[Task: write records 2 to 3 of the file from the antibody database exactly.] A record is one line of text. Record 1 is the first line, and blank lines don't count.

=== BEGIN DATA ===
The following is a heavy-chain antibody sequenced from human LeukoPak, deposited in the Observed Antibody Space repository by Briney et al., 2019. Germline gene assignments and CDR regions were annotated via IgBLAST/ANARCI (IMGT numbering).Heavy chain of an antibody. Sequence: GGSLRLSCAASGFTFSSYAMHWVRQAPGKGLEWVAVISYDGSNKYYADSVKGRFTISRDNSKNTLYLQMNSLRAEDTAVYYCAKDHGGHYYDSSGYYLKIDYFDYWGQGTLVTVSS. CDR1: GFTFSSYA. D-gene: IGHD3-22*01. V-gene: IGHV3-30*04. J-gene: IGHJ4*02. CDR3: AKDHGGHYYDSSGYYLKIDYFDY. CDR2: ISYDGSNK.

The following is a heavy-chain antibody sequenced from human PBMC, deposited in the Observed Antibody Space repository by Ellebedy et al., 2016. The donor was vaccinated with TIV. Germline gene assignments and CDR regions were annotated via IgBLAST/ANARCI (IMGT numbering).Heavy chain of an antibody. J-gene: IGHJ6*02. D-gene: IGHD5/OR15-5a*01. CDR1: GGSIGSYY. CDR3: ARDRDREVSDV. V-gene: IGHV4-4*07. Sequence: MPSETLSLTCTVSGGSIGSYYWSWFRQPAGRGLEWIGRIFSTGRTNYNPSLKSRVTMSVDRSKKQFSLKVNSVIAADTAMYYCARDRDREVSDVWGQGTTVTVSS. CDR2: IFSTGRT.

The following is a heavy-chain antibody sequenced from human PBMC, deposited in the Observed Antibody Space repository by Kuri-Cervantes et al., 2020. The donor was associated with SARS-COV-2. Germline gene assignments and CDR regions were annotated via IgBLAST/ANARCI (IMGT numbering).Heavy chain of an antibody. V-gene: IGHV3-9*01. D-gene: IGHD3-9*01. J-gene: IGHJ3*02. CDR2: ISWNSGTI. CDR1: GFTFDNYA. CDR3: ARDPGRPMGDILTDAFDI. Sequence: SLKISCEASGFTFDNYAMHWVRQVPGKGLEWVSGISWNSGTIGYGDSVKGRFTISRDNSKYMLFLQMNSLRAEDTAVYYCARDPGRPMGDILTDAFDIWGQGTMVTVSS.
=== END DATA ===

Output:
The following is a heavy-chain antibody sequenced from human PBMC, deposited in the Observed Antibody Space repository by Ellebedy et al., 2016. The donor was vaccinated with TIV. Germline gene assignments and CDR regions were annotated via IgBLAST/ANARCI (IMGT numbering).Heavy chain of an antibody. J-gene: IGHJ6*02. D-gene: IGHD5/OR15-5a*01. CDR1: GGSIGSYY. CDR3: ARDRDREVSDV. V-gene: IGHV4-4*07. Sequence: MPSETLSLTCTVSGGSIGSYYWSWFRQPAGRGLEWIGRIFSTGRTNYNPSLKSRVTMSVDRSKKQFSLKVNSVIAADTAMYYCARDRDREVSDVWGQGTTVTVSS. CDR2: IFSTGRT.

The following is a heavy-chain antibody sequenced from human PBMC, deposited in the Observed Antibody Space repository by Kuri-Cervantes et al., 2020. The donor was associated with SARS-COV-2. Germline gene assignments and CDR regions were annotated via IgBLAST/ANARCI (IMGT numbering).Heavy chain of an antibody. V-gene: IGHV3-9*01. D-gene: IGHD3-9*01. J-gene: IGHJ3*02. CDR2: ISWNSGTI. CDR1: GFTFDNYA. CDR3: ARDPGRPMGDILTDAFDI. Sequence: SLKISCEASGFTFDNYAMHWVRQVPGKGLEWVSGISWNSGTIGYGDSVKGRFTISRDNSKYMLFLQMNSLRAEDTAVYYCARDPGRPMGDILTDAFDIWGQGTMVTVSS.